With Paris Haute Couture and Menswear Fashion Weeks coinciding with the recent announcement of Alexander Wang’s mini-collection of youthful hang-out furniture, we decided to take a look at other fashion designers who’ve turned their talents to the interior design world.
We’re keeping our focus on designers for French fashion houses, but it’s certainly worth looking beyond périphérique to see collections by Missoni, Armani Casa, and Paul Smith’s collaboration with Stelton where he reimagined their cylindra line. We’ve also gone a little gif crazy this week, we’re blaming it on being kept indoors by the weather.
From his namesake brand to Balenciaga and now the ubiquitous Poltrona Frau, Alexander Wang has turned his signature style of sporty luxe to a very small range of limited edition furniture. Just three pieces in total, Wang’s capsule collection is a study in forgotten classics reimagined for contemporary use.
I didn’t think I’d ever say it but after seeing his leather beanbag chair, I could actually imagine myself using one. The other is in velvet which doesn’t seem to be quite as inviting, but the little service bar clad in what looks like stingray leather looks rather chic.
Dark, cult, severe… Rick Owens is a ghostly figure in the fashion world, with his seriously sombre designs attracting acclaim after each collection. When Owens turned his hand to furniture design, only one outcome was possible – hard, harsh materials in unforgiving forms that impose themselves on a space. I love them.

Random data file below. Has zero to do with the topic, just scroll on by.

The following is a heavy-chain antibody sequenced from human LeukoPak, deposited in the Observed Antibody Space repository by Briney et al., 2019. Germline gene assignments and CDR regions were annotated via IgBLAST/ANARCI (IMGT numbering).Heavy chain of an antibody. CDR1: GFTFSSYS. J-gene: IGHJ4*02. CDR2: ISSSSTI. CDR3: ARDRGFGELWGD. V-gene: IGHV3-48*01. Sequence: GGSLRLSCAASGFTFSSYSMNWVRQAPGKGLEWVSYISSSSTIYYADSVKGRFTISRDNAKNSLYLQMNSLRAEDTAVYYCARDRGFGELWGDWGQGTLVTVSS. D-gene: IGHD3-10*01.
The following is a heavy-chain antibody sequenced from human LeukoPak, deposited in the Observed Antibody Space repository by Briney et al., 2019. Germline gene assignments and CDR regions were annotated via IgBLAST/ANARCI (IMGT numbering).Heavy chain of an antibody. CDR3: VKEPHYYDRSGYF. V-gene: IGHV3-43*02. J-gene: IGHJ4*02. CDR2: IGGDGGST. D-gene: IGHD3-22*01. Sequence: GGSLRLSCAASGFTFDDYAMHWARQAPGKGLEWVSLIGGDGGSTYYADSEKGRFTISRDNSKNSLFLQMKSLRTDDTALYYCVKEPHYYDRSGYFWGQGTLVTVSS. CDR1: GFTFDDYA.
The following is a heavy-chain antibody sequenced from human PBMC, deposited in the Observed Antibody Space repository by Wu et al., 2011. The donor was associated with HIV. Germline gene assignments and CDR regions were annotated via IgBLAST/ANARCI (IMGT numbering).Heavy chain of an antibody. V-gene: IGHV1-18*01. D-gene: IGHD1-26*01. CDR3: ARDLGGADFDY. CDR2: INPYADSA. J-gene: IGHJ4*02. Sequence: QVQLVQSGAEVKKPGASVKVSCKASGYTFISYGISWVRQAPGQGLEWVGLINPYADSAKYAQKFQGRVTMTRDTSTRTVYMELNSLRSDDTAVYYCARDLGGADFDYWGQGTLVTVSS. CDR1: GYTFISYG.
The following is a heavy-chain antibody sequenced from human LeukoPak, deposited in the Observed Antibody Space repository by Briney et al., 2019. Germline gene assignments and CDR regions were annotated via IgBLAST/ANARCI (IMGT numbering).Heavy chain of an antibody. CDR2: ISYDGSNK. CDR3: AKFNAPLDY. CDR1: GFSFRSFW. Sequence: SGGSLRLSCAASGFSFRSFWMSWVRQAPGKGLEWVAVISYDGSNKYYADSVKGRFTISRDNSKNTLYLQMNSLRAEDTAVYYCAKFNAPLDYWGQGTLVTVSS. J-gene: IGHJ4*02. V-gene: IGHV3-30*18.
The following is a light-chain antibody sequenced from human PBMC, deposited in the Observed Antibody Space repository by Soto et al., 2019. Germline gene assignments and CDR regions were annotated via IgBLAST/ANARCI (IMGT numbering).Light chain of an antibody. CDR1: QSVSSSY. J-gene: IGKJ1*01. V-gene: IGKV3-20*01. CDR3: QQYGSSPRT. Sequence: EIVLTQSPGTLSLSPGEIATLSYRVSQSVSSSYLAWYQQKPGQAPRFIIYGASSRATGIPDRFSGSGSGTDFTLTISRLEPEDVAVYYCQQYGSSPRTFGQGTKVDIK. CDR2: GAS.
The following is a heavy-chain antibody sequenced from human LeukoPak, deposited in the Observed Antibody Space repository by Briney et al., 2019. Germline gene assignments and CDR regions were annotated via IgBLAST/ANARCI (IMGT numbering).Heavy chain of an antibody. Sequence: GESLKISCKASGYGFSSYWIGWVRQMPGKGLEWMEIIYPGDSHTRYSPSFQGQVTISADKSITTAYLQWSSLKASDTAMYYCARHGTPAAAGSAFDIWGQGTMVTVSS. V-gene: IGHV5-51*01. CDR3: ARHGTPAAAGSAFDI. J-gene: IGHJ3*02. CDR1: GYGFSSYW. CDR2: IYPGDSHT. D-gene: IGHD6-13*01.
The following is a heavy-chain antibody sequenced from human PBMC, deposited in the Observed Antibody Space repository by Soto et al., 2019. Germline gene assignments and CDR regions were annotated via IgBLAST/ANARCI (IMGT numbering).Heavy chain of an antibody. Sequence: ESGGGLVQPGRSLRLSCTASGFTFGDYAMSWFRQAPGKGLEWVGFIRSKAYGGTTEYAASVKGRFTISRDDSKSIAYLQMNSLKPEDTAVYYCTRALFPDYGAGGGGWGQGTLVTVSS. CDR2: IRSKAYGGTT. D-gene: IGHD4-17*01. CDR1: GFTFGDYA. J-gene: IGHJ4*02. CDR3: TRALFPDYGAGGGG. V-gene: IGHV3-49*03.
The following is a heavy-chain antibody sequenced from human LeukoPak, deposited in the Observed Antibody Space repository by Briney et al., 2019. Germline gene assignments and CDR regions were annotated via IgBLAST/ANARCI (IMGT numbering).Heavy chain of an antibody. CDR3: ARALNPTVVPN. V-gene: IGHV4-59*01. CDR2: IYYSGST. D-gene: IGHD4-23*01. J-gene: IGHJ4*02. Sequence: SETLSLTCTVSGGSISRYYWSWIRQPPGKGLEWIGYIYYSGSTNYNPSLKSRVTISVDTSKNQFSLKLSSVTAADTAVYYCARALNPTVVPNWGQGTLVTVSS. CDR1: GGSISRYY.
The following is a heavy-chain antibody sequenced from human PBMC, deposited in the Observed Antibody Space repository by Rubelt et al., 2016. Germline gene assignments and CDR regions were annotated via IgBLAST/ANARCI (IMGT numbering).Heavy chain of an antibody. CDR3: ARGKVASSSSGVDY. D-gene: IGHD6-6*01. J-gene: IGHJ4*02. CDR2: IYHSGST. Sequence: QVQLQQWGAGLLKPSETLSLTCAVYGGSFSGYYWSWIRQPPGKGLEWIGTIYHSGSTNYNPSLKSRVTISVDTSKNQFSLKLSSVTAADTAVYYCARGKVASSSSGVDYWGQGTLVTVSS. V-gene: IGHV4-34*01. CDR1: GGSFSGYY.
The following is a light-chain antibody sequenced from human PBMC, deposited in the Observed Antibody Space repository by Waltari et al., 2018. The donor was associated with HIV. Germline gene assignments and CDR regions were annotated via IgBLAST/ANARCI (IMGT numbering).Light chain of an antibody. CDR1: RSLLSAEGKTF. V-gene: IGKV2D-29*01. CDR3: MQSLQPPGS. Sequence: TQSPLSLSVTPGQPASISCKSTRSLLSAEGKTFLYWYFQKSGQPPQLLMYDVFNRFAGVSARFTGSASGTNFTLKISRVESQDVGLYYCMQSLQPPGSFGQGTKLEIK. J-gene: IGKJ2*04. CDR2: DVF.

There’s something of an unwearable, or maybe unliveable, quality that brings to mind the more avant garde pieces by Rei Kawakubo at Comme des Garçons. This blurring of design, art and function seems to be an exercise in material fetishism whereby the objects themselves are be looked at without using them for their purpose. They’re new, they’re extremely expensive and there’s nothing else like them. All hail Rick.
Perhaps not the most well known name in fashion, but certainly one of the most influential, Raf Simons is now the head of Christian Dior, after designing for Jil Sander, and for his own label since 1995. He’s lauded as one of the wunderkinds of fashion and almost single-handedly transformed menswear over his career.
Rather than making a series of prints for a home collection, Simons created a line of textiles with Kvadrat (a Studio Ombre favourite) featuring beautiful textures, a gorgeous palette, and a luxurious quality that’s dying to be used for upholstery. We took these images from fashionablehomeblog.com hence the watermarks.
A film documenting Simon’s first collection for Dior is released next month. Watch the Dior and I trailer here.
Sonia Rykiel is one of those names that are inseparable from Paris and her signature style of punk luxe is now a timeless classic, ever-present on the streets of her hometown. The Rykiel home collection in collaboration with Lelievre has also garnered a lot of praise, particularly for its recognisable stripe motif and deep colours.
This 2015 spring/summer season, everything is much lighter, and geometry has replaced the usual stripe patterns. We love the new fresh look, especially the square motif in shades of plum, grey and wheat.
Keep your ear out for Rykiel’s influence in Malcolm McLaren’s wonderful concept album Paris. It’s definitely worth a listen.
Sadly, Jean Paul Gaultier showed his last ready to wear collection in Paris last year, but his haute couture, beauty and home collection continue to express his distinct style. His 2015 spring/summer fabric collection, also created with Lelievre, has a fun, fresh feel while maintaining some of the tromp l’oeil effects he’s so fond of.
It’s worth checking out his furniture collection, created in collaboration with Roche Bobois.